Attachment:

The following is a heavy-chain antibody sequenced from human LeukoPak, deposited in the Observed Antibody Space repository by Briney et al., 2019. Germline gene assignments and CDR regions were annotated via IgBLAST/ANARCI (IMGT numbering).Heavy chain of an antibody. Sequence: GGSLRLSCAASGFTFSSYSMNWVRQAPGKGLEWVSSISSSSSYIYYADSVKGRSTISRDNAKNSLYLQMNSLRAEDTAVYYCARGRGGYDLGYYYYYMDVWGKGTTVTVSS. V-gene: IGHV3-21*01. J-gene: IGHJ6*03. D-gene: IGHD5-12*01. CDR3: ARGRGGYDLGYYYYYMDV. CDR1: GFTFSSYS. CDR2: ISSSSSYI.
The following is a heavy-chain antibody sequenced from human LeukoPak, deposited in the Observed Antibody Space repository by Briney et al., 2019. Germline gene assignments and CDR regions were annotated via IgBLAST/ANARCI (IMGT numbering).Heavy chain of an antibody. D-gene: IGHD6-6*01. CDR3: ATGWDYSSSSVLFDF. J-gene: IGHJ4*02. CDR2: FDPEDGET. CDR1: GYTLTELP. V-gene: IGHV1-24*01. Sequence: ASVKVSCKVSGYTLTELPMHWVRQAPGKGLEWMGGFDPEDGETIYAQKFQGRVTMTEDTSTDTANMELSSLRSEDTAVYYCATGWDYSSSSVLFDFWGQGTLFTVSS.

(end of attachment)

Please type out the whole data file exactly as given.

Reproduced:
The following is a heavy-chain antibody sequenced from human LeukoPak, deposited in the Observed Antibody Space repository by Briney et al., 2019. Germline gene assignments and CDR regions were annotated via IgBLAST/ANARCI (IMGT numbering).Heavy chain of an antibody. Sequence: GGSLRLSCAASGFTFSSYSMNWVRQAPGKGLEWVSSISSSSSYIYYADSVKGRSTISRDNAKNSLYLQMNSLRAEDTAVYYCARGRGGYDLGYYYYYMDVWGKGTTVTVSS. V-gene: IGHV3-21*01. J-gene: IGHJ6*03. D-gene: IGHD5-12*01. CDR3: ARGRGGYDLGYYYYYMDV. CDR1: GFTFSSYS. CDR2: ISSSSSYI.
The following is a heavy-chain antibody sequenced from human LeukoPak, deposited in the Observed Antibody Space repository by Briney et al., 2019. Germline gene assignments and CDR regions were annotated via IgBLAST/ANARCI (IMGT numbering).Heavy chain of an antibody. D-gene: IGHD6-6*01. CDR3: ATGWDYSSSSVLFDF. J-gene: IGHJ4*02. CDR2: FDPEDGET. CDR1: GYTLTELP. V-gene: IGHV1-24*01. Sequence: ASVKVSCKVSGYTLTELPMHWVRQAPGKGLEWMGGFDPEDGETIYAQKFQGRVTMTEDTSTDTANMELSSLRSEDTAVYYCATGWDYSSSSVLFDFWGQGTLFTVSS.